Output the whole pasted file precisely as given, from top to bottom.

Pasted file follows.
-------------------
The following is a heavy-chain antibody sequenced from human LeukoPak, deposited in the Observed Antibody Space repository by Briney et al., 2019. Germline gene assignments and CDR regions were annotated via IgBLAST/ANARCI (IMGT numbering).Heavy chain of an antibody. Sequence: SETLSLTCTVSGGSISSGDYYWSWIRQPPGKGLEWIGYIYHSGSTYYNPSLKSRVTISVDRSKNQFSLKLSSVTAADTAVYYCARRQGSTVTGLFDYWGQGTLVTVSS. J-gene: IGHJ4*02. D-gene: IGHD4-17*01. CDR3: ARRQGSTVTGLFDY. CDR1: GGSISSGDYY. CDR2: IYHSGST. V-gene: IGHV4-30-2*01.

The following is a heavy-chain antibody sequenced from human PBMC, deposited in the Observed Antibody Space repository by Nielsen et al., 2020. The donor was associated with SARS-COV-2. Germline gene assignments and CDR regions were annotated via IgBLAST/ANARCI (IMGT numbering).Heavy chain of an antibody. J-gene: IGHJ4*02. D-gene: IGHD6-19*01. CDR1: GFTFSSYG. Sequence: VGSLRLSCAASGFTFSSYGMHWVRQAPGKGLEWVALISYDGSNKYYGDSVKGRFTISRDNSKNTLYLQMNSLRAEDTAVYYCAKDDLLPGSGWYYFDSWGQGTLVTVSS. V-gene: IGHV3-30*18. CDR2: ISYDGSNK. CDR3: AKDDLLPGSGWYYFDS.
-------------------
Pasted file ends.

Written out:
The following is a heavy-chain antibody sequenced from human LeukoPak, deposited in the Observed Antibody Space repository by Briney et al., 2019. Germline gene assignments and CDR regions were annotated via IgBLAST/ANARCI (IMGT numbering).Heavy chain of an antibody. Sequence: SETLSLTCTVSGGSISSGDYYWSWIRQPPGKGLEWIGYIYHSGSTYYNPSLKSRVTISVDRSKNQFSLKLSSVTAADTAVYYCARRQGSTVTGLFDYWGQGTLVTVSS. J-gene: IGHJ4*02. D-gene: IGHD4-17*01. CDR3: ARRQGSTVTGLFDY. CDR1: GGSISSGDYY. CDR2: IYHSGST. V-gene: IGHV4-30-2*01.

The following is a heavy-chain antibody sequenced from human PBMC, deposited in the Observed Antibody Space repository by Nielsen et al., 2020. The donor was associated with SARS-COV-2. Germline gene assignments and CDR regions were annotated via IgBLAST/ANARCI (IMGT numbering).Heavy chain of an antibody. J-gene: IGHJ4*02. D-gene: IGHD6-19*01. CDR1: GFTFSSYG. Sequence: VGSLRLSCAASGFTFSSYGMHWVRQAPGKGLEWVALISYDGSNKYYGDSVKGRFTISRDNSKNTLYLQMNSLRAEDTAVYYCAKDDLLPGSGWYYFDSWGQGTLVTVSS. V-gene: IGHV3-30*18. CDR2: ISYDGSNK. CDR3: AKDDLLPGSGWYYFDS.